Jack: Now, the final part of the question which actually, probably, the best part of the question. A bit confrontational as well. Is there anyone? Any department, any civilian that you want to call out?
Becks: You know who I would like to call out? I would like to call out the people who complain. But when the polls open, they don’t go and vote. So like you’ll see people go, Oh, the governor never listens to me, the executive, you know, the legislation never passes bills i like, I don’t like this HR. I don’t like that. But when it comes time to actually make some sort of difference when it comes to speak their mind. Suddenly, politics are useless and boring, and so on and so forth. And it’s like we have had the elections in the state determined by literally one voter; your vote is not useless. And if you want to, you know, just excuse yourself from the democratic process. You are more than welcome to, but at the same time, you don’t get to complain about the way things turned out because you didn’t vote. So I strongly encourage you if you have opinions if you want to call me out, and you want to call Maxine out if you have a bee in your bonnet, go to the polls, it is the most effective thing you can do.
Maxine: Oh, for me, I’ll have to generalize on this one because there’s just too many names to call out. Their hypocrisy within the government is laughable. I have seen plenty of you both either engage relationship-wise, friendship-wise, or even outright do it yourself and the government these crimes that you accused Becks of doing. The only reason I have not reported you to the marshals is because I don’t have enough evidence. Because I did. You’d be seeing some pretty names up there. Going. I am watching and just the hypocrisy is hilarious. To San Andreas, the people of San Andreas, your government, at times, does not really care about crimes because they engage on it as well. And the only reason and I’ve been told this multiple times the only reason Becks matters more than anyone else here is because they don’t get caught. That’s it, you get caught. You’re a clown. If you don’t get caught. You are the fucking King. So congratulations, hypocrites.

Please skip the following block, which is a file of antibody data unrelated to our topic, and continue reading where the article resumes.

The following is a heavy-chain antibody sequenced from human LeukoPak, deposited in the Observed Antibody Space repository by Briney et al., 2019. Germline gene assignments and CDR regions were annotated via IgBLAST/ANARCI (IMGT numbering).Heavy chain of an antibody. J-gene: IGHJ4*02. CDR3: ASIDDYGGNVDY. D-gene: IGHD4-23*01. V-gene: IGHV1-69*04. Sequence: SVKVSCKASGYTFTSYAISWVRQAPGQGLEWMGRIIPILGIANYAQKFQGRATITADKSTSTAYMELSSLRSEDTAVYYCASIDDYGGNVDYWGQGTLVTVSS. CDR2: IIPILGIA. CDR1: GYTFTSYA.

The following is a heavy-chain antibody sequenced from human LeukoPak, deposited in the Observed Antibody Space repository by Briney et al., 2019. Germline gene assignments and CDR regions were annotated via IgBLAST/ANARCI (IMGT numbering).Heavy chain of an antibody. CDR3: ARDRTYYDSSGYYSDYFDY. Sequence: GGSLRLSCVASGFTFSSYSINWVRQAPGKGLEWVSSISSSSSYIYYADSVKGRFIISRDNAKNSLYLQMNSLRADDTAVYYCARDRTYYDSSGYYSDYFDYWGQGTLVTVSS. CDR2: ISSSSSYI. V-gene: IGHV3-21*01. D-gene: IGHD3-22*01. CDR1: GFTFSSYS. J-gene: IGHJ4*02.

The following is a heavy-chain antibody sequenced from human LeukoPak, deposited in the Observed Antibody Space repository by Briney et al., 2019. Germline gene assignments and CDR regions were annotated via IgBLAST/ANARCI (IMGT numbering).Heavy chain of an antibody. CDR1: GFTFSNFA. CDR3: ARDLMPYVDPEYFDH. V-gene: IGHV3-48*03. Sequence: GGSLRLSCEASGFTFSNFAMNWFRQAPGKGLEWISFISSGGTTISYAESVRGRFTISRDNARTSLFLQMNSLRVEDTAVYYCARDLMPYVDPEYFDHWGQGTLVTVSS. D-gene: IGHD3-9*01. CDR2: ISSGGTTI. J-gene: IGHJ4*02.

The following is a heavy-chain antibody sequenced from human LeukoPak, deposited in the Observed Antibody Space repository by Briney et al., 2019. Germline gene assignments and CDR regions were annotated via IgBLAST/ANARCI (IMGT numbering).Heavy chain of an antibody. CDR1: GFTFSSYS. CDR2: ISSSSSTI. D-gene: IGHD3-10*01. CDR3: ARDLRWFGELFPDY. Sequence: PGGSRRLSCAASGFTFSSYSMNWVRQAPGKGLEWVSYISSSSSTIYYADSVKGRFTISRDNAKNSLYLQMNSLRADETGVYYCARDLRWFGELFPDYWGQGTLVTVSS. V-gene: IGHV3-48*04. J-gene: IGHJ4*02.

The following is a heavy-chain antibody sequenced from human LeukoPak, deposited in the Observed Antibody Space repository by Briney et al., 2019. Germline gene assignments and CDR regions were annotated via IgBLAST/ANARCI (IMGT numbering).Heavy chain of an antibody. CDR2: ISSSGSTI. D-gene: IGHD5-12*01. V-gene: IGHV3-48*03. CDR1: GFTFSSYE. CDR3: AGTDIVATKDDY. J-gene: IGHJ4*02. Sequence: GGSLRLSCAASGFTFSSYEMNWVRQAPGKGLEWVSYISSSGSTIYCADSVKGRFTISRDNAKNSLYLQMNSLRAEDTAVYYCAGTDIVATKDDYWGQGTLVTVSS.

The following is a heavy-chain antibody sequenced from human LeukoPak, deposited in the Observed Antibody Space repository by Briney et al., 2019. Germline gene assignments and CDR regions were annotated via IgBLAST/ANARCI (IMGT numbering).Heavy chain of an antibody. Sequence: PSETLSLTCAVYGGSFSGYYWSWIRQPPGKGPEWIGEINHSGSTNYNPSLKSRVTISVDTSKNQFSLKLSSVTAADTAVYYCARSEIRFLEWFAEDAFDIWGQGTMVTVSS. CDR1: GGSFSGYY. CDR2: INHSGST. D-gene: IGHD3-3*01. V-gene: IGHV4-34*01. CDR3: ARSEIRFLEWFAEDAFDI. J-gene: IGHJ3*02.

Jack: Fantastic, fantastic. And now, for a bit of a closing note on my end. A lot of people who are listening or reading this are probably wondering, Why my questions seemed so soft. Well, it’s simple. This is a very neutral interview. I’m not here to ambush anyone I have on my show. It’s not my business unless we’re doing it live, in which case the audience is free to call in at any time, that being said. One of these days, I hope I can do it live once again, like the exchange used to be in a live show. But I also want to end with a callout myself. I reached out to Damien Key a couple of days ago, asking both him and Gracie if they were interested in an interview. I have not heard back from them. So consider this a public call-out if you want to do an interview. With the same exact questions, just so it’s as softball as it was for these two. Reach out. If not, then don’t worry. But that’s been Jack Callow. My two lovely guests, Becks Lawson and Maxine Finch. This has been the exchange. Have a good night, everyone.